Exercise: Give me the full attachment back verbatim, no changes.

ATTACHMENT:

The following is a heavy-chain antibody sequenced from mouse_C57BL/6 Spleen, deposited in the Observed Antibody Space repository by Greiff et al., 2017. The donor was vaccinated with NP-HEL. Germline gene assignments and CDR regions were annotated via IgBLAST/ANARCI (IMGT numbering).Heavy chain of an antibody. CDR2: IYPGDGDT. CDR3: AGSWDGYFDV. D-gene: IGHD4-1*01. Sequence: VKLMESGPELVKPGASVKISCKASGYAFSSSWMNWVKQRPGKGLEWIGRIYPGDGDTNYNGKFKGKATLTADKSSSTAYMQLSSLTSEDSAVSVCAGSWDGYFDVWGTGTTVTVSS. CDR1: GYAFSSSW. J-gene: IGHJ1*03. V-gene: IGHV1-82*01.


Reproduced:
The following is a heavy-chain antibody sequenced from mouse_C57BL/6 Spleen, deposited in the Observed Antibody Space repository by Greiff et al., 2017. The donor was vaccinated with NP-HEL. Germline gene assignments and CDR regions were annotated via IgBLAST/ANARCI (IMGT numbering).Heavy chain of an antibody. CDR2: IYPGDGDT. CDR3: AGSWDGYFDV. D-gene: IGHD4-1*01. Sequence: VKLMESGPELVKPGASVKISCKASGYAFSSSWMNWVKQRPGKGLEWIGRIYPGDGDTNYNGKFKGKATLTADKSSSTAYMQLSSLTSEDSAVSVCAGSWDGYFDVWGTGTTVTVSS. CDR1: GYAFSSSW. J-gene: IGHJ1*03. V-gene: IGHV1-82*01.